Don't-Miss Legal Stories
Have you ever been turned off by the lengthy “terms and conditions” and privacy policies of mobile apps and other online services?
Panic mode could give iPhone users a way to protect their data when the law fails to do so.
A new ‘panic mode’ for your iPhone might help keep your data more secure. And with the current legal decisions regarding Touch ID, this iOS feature is now vital.
Lyft has agreed to pay $27 million to settle a dispute with drivers in California, under pressure from the judge who found the earlier proposed payment of $12.25 million was too small.
Judges in the U.S. have ordered people to unlock their fingerprint-locked phones. Coercion by others remains an issue.
A judge is forcing a woman to unlock an iPhone with her fingerprints, but does this violate the Constitution?
The U.S. no longer requires Apple’s assistance to unlock an iPhone 5s phone running iOS 7 used by the accused in a drug investigation, stating that an “individual provided the passcode to the iPhone at issue in this case.”
FBI Director James Comey still won't say who hacked the San Bernardino iPhone for the FBI, or how the hack works, but we now know it was expensive.
The European Commission has alleged demands by Google on phone makers regarding its Android operating system are anti-competitive.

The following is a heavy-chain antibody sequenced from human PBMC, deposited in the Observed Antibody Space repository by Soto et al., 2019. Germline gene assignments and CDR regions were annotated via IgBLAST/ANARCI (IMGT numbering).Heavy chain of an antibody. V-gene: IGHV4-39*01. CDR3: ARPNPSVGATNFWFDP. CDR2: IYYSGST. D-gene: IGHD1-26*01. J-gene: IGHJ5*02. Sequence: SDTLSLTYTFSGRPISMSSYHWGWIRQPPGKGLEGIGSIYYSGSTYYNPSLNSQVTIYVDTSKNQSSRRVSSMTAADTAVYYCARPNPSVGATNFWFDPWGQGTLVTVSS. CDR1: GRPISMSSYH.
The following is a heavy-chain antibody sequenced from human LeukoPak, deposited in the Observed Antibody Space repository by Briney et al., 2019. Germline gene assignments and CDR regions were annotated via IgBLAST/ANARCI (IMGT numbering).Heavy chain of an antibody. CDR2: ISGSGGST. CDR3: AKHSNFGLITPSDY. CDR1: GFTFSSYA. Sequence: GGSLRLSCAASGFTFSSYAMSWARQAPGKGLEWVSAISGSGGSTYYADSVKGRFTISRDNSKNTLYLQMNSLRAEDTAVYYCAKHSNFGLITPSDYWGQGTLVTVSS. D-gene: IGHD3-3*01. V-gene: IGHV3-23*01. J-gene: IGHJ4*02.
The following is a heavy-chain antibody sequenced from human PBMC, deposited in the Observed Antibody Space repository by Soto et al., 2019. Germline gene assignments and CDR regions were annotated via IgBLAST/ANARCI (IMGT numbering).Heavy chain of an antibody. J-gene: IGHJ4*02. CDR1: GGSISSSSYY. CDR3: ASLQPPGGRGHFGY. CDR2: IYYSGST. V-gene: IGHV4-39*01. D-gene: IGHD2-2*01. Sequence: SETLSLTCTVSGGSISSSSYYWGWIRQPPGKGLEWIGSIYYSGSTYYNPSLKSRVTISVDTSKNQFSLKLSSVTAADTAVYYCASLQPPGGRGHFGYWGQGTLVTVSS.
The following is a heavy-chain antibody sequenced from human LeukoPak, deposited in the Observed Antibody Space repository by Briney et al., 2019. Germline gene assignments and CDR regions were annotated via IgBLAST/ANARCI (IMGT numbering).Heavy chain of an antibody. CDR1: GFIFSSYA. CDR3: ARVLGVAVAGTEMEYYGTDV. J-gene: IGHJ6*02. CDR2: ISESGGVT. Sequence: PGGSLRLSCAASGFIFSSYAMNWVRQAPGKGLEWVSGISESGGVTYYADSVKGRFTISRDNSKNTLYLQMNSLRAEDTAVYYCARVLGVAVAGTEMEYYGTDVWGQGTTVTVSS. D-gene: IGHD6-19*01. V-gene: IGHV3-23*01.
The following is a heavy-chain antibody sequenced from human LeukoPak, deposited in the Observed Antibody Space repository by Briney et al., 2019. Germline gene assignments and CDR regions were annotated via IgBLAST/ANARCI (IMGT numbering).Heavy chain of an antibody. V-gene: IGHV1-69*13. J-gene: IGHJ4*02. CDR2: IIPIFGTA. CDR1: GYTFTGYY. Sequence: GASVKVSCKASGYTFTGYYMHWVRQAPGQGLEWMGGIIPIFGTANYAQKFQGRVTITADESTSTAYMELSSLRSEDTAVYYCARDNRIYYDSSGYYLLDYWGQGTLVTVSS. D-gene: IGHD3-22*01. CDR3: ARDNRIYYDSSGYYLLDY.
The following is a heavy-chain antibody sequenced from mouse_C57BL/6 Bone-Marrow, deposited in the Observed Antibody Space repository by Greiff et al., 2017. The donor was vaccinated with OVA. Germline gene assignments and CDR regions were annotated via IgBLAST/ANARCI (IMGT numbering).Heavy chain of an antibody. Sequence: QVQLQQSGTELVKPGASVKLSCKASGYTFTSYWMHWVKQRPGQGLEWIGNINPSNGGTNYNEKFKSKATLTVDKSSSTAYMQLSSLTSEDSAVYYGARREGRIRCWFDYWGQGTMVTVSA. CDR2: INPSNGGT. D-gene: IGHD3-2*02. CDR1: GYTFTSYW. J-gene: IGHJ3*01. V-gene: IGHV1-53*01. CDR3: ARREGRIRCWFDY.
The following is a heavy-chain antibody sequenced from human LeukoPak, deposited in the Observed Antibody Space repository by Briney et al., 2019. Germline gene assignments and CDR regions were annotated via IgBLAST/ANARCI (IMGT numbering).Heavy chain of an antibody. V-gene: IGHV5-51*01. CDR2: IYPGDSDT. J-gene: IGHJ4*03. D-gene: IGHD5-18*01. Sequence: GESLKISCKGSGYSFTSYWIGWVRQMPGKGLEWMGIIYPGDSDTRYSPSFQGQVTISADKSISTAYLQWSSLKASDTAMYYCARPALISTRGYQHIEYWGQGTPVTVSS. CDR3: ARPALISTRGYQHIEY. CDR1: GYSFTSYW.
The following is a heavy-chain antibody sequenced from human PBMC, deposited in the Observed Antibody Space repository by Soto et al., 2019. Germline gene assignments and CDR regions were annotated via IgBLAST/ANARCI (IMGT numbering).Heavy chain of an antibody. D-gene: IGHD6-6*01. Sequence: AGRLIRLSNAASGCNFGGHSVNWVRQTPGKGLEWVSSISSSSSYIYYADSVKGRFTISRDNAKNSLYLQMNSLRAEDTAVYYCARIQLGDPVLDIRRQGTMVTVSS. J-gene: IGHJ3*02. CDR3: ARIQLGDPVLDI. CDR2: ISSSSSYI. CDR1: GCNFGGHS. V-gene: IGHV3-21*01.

Apple has agreed to pay $24.9 million to a patent holding company to resolve a 5-year-old lawsuit accusing the tech giant's Siri digital assistant of infringing one of its patents.
The European Commission on Wednesday made new antitrust charges against Google, alleging that the company foisted its search application and the Chrome browser on Android smartphones makers as a condition to license its other apps and services.
In today's congressional subcommittee hearing, Apple and the FBI highlighted the ways they do work together already, but couldn't agree on a path forward.
Technology vendors and law enforcement agencies need to look for a compromise that allows police to gain access to encrypted devices during criminal investigations, some lawmakers urged.
Apple opposed the Department of Justice's renewed demand that it assist investigators in accessing a drug dealer's iPhone, arguing that the government has not proved the company's help is required
Giant corporations are now swinging their power in favor of users, but each approach doesn't yield the same outcome.
The company just picked a pro to look out for its interests on Capitol Hill.
And the iPhone 5c in question hasn’t yielded significant evidence in the crime, according to a report.